A man was exonerated after spending six years in prison for a murder he didn’t commit. A few alarming factors contributed to the false conviction, one of which included a scandalous romance between the lead homicide detective and a key witness, according to the St. Louis Post-Dispatch.
Lamont Cambell, 28, was found guilty in the 2011 murder of Lenny J. Gregory III, the son of a retired St. Louis police officer. The conviction didn’t come until a second trial because the jury failed to reach an unanimous verdict the first time in 2013. When the prosecutors came back to try Cambell in 2016 - with no physical evidence nor any motive for the killing - he was sentenced to life in prison. Cambell continued to fight for his freedom, filing an appeal on ineffective counsel and violation of due process in 2019.
St. Louis Circuit Judge Timothy J. Boyer ruled in favor of Cambell’s appeal, finding his attorneys didn’t do enough and the investigators were doing far too much.
Read the flaws in Cambell’s case from St. Louis Post-Dispatch:
Last spring, experts, witnesses, Cambell and Mary Fox, who represented Cambell in his trial and now leads the state public defender’s office, gathered for a hearing on the evidence.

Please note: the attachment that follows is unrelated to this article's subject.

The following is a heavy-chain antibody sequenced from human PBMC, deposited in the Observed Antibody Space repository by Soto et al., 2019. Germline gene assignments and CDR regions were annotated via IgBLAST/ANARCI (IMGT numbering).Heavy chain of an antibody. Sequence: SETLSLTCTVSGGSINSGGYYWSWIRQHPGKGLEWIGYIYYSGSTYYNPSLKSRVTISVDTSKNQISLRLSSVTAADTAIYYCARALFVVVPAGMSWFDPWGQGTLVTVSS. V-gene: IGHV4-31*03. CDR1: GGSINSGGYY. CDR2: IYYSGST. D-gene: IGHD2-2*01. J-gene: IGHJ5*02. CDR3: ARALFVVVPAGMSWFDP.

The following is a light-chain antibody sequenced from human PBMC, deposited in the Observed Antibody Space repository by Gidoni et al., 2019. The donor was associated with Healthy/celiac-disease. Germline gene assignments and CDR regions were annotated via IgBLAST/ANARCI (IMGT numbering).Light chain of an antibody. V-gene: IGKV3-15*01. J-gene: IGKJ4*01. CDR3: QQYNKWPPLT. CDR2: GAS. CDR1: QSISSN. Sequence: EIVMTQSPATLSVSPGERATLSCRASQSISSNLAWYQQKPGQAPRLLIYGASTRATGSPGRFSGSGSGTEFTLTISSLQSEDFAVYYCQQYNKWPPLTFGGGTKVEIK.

Experts testified that the witness identifications were likely unreliable and, at the time of the second trial, the wife of the married couple had begun an affair with the lead homicide detective in the case — a fact that was not disclosed to the defense.
Evidence of another perpetrator also was not presented at trial, court documents said: A neighbor saw multiple people fighting with Gregory on the night he died and identified a man who was a person of interest in another killing nearby. An analysis from the state crime lab matched two palm prints found at the scene to that person as well.
They messed up so bad that the prosecutors went from pursuing a “new” investigation into the case to just dropping the charges altogether. Cambell walked out of the City Justice Center within the next hour.
It’s unclear whether the alternate suspect in the killing has been pursued. It’s disappointing that St. Louis wasted six years of an innocent man’s life while the real culprit is still out there.
As a result, the Gregory family has been cheated of both closure and justice.